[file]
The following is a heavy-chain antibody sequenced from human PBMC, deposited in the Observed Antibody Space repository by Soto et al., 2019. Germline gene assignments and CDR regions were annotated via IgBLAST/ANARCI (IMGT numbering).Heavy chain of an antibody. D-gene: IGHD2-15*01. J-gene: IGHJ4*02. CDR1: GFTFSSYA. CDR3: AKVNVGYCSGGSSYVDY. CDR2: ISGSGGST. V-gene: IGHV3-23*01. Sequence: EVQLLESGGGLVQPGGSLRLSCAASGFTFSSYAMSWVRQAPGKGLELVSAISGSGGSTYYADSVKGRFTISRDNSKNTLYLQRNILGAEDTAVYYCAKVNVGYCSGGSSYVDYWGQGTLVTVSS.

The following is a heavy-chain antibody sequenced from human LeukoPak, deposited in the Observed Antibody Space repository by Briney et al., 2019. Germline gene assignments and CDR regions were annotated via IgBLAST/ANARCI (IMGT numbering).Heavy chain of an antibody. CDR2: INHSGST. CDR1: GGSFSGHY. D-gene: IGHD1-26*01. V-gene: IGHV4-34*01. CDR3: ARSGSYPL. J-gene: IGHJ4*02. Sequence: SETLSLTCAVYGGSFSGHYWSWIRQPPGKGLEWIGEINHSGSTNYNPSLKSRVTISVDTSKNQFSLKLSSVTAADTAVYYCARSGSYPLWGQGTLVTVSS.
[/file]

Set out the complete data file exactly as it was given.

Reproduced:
The following is a heavy-chain antibody sequenced from human PBMC, deposited in the Observed Antibody Space repository by Soto et al., 2019. Germline gene assignments and CDR regions were annotated via IgBLAST/ANARCI (IMGT numbering).Heavy chain of an antibody. D-gene: IGHD2-15*01. J-gene: IGHJ4*02. CDR1: GFTFSSYA. CDR3: AKVNVGYCSGGSSYVDY. CDR2: ISGSGGST. V-gene: IGHV3-23*01. Sequence: EVQLLESGGGLVQPGGSLRLSCAASGFTFSSYAMSWVRQAPGKGLELVSAISGSGGSTYYADSVKGRFTISRDNSKNTLYLQRNILGAEDTAVYYCAKVNVGYCSGGSSYVDYWGQGTLVTVSS.

The following is a heavy-chain antibody sequenced from human LeukoPak, deposited in the Observed Antibody Space repository by Briney et al., 2019. Germline gene assignments and CDR regions were annotated via IgBLAST/ANARCI (IMGT numbering).Heavy chain of an antibody. CDR2: INHSGST. CDR1: GGSFSGHY. D-gene: IGHD1-26*01. V-gene: IGHV4-34*01. CDR3: ARSGSYPL. J-gene: IGHJ4*02. Sequence: SETLSLTCAVYGGSFSGHYWSWIRQPPGKGLEWIGEINHSGSTNYNPSLKSRVTISVDTSKNQFSLKLSSVTAADTAVYYCARSGSYPLWGQGTLVTVSS.